Passive House Apartment in the East Village

We are very happy to announce that we just finished a unique apartment renovation with an extensive energy retrofit using the Passive House techniques.

This is only the second apartment in New York City to have Passive House methods implemented. We faced challenges in the configuration of the apartment, as well as with the exterior walls and window openings which we could not change. The retrofit hasresulted in a significant reduction in energy use, improved indoor air quality and a noticeably reduced outside noise. The apartment residents now have a quieter, cleaner and more energy efficient apartment with smaller variations in temperature through the day and year.

Living and Dining Room


What is a Passive House?

Passepedia defines it as the following:
"Passive House is a building standard that is truly energy efficient, comfortable and affordable at the same time. Passive House is not a brand name, but a tried and true construction concept that can be applied by anyone, anywhere.
Yet, a Passive House is much more than “just” a low-energy building:

-Passive Houses allow for space heating and cooling related energy savings of up to 90% compared with typical building stock and over 75% compared to average new builds. Passive Houses use less than 1.5 l of oil or 1.5 m3 of gas to heat one square meter of living space for a year – substantially less than common “low- energy” buildings. Vast energy savings have been demonstrated in warm climates where typical buildings also require active cooling.

- Passive Houses make efficient use of the sun, internal heat sources and heat recovery, rendering conventional heating systems unnecessary throughout even the coldest of winters. During warmer months, Passive Houses make use of passive cooling techniques such as strategic shading to keep comfortably cool. -Passive Houses are praised for the high level of comfort they offer. Internal surface temperatures vary little from indoor air temperatures, even in the face of extreme outdoor temperatures. Appropriate windows and a building envelope consisting of a highly insulated roof and floor slab as well as highly insulated exterior walls keep the desired warmth in the house – or undesirable heat out.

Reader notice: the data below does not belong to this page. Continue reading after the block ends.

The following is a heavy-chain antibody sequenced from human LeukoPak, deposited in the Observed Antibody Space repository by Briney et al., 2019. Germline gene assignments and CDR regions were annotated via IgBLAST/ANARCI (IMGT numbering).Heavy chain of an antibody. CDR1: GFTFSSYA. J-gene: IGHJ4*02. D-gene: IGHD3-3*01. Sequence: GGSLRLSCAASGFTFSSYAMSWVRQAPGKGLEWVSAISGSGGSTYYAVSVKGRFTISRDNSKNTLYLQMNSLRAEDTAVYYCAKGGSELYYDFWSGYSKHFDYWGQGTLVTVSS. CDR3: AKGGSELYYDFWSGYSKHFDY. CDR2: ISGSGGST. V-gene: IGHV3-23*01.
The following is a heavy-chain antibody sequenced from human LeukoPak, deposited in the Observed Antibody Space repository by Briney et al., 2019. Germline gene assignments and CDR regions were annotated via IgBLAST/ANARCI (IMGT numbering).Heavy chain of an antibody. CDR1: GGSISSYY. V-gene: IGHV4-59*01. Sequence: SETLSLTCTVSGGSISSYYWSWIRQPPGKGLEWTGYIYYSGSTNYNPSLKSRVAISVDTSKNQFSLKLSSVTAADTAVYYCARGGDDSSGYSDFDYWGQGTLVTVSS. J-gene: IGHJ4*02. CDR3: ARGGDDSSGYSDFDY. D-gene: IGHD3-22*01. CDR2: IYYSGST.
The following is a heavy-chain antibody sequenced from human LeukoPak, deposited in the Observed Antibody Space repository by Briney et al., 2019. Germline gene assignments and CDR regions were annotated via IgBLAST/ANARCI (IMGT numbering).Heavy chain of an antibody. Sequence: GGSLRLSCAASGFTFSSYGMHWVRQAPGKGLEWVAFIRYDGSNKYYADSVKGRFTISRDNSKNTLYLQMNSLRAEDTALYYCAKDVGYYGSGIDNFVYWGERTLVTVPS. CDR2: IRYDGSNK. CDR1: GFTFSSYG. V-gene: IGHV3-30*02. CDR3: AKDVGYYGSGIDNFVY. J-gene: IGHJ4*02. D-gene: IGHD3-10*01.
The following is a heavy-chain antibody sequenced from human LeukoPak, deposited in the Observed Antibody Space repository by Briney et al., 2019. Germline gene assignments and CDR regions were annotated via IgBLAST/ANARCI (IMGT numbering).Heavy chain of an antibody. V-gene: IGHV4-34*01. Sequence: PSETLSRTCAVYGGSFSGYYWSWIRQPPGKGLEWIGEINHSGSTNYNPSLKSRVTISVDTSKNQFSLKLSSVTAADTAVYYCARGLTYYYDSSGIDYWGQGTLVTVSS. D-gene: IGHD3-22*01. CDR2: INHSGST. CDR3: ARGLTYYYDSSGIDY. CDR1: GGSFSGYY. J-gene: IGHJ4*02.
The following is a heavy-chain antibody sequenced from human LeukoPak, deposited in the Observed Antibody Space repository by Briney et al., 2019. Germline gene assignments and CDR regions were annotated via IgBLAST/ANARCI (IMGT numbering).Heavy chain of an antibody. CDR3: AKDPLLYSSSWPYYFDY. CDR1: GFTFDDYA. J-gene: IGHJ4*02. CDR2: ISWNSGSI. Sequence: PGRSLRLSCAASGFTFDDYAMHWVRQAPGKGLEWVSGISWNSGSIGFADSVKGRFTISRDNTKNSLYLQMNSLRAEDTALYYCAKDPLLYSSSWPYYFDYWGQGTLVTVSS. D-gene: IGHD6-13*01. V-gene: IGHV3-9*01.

-A ventilation system imperceptibly supplies constant fresh air, making for superior air quality without unpleasant draughts. A highly efficient heat recovery unit allows for the heat contained in the exhaust air to be re-used.” (

Living and Dining Room

When our client approached us in 2013 interested in refurbishing her apartment into a Passive House apartment, we knew it would not be easy. She had two main reasons to want this extensive energy retrofit: 1. The apartment was heated with three gas heaters, which were in need of replacement and she wanted an alternative, and 2. A night club off her backyard generated an inordinate amount of noise which she wanted reduced in her apartment. Having done her own research she already knew, before contacting us, that both issues could be solved by implementing Passive House methods. An informed client is the best client – and in this case that adage holds true many times over.